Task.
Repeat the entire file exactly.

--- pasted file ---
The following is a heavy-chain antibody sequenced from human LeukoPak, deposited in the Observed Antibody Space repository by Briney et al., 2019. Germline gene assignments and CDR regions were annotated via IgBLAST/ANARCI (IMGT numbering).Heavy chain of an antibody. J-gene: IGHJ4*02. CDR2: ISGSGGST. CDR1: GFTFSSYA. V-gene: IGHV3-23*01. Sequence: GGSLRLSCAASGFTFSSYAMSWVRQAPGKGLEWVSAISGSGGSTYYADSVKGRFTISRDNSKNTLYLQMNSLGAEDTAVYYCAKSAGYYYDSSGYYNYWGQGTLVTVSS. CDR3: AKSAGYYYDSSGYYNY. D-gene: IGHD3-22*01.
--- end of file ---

The following is a heavy-chain antibody sequenced from human LeukoPak, deposited in the Observed Antibody Space repository by Briney et al., 2019. Germline gene assignments and CDR regions were annotated via IgBLAST/ANARCI (IMGT numbering).Heavy chain of an antibody. J-gene: IGHJ4*02. CDR2: ISGSGGST. CDR1: GFTFSSYA. V-gene: IGHV3-23*01. Sequence: GGSLRLSCAASGFTFSSYAMSWVRQAPGKGLEWVSAISGSGGSTYYADSVKGRFTISRDNSKNTLYLQMNSLGAEDTAVYYCAKSAGYYYDSSGYYNYWGQGTLVTVSS. CDR3: AKSAGYYYDSSGYYNY. D-gene: IGHD3-22*01.